The paper examines the role of foreign aid in building capacity to address climate change. While the experience with this topic is relatively recent and not yet extensive, analogous questions have arisen in many other areas of foreign aid. It is likely that climate change aid programmes work best in countries with well-functioning systems of public administration, sound management of public finances, and independent media that hold government accountable for performance—all factors widely known to make other aid programmes more effective and adaptive. As countries try to expand climate aid quickly, historical patterns suggest bilateral aid—which is easier for donors and recipients to control—is likely to expand much more than multilateral aid. A shift is also likely from an emphasis on mitigation of emissions to a growing role for adaptation. Expanding climate aid must confront what I call the ‘aid paradox’, which is that the conditions of national capacity under which aid is most likely to be effective are least likely to be present in the countries that are most in need of foreign aid because they cannot raise needed funds on their own.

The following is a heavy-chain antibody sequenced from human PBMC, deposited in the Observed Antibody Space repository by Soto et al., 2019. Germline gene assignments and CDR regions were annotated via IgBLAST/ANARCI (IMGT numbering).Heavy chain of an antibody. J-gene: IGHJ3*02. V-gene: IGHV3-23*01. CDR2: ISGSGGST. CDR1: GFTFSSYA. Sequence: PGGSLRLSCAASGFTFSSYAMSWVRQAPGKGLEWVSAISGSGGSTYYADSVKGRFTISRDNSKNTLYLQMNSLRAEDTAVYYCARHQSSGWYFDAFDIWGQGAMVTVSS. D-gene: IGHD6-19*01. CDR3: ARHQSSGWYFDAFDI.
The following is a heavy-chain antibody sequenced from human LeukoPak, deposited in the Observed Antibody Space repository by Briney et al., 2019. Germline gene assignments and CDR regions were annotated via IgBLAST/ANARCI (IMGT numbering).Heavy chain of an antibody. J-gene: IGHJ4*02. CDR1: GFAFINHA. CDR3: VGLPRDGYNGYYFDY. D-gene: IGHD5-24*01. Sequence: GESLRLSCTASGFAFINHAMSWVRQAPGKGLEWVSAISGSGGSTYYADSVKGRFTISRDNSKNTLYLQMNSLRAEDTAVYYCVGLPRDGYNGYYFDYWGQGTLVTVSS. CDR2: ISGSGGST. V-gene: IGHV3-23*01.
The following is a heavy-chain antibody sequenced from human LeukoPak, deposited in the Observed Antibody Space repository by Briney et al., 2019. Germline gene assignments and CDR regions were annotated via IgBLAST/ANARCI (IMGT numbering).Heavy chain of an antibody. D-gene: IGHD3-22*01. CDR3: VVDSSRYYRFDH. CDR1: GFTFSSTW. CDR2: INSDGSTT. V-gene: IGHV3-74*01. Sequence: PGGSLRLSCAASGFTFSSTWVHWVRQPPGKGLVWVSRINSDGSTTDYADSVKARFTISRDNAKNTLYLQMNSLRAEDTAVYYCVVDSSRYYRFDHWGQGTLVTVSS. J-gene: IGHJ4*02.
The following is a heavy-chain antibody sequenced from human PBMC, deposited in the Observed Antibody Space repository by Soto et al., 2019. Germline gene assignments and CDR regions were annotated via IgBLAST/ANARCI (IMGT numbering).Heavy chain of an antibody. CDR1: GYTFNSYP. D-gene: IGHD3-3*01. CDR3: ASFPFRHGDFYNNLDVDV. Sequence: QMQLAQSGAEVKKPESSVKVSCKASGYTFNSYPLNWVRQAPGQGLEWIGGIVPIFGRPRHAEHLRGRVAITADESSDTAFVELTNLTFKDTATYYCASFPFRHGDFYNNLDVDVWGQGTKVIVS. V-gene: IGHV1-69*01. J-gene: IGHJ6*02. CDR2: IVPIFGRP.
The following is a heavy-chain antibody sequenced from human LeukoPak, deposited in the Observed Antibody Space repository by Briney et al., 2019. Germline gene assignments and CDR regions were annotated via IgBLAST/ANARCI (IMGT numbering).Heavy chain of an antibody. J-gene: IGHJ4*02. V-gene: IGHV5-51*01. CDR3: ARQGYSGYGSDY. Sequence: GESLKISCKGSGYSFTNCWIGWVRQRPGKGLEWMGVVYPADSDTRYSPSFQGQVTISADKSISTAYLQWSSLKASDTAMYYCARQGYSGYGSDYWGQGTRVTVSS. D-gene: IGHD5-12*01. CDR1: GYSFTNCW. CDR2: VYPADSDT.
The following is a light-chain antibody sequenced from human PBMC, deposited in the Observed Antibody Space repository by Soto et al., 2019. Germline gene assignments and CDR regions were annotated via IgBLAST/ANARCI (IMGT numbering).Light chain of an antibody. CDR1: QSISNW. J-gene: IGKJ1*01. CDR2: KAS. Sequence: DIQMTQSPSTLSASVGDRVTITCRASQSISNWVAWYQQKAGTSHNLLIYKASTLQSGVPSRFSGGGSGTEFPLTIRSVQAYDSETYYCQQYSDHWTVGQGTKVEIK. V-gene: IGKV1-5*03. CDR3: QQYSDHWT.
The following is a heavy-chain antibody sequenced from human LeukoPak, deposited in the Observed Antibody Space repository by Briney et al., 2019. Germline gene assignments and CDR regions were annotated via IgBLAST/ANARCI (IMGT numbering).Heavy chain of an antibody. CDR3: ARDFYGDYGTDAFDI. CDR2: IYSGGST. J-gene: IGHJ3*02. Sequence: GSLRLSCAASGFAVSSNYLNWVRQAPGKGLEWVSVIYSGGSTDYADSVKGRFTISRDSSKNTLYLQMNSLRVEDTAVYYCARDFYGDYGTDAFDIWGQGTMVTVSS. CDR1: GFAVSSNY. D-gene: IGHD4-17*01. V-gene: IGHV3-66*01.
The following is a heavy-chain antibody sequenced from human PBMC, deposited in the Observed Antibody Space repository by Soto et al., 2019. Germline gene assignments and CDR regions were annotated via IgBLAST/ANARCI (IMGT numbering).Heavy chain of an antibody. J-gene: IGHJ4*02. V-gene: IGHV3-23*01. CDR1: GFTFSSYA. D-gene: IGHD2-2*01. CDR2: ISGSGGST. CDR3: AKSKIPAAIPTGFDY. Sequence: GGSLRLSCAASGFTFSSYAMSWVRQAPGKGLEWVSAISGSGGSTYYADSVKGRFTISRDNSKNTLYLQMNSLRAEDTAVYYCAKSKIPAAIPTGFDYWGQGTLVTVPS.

Victor, D. Foreign aid for capacity-building to address climate change: Insights and applications. UNU-WIDER, Helsinki, Finland (2013) 26 pp. ISBN 978-92-9230-661-8 [WIDER Working Paper No. 2013/084]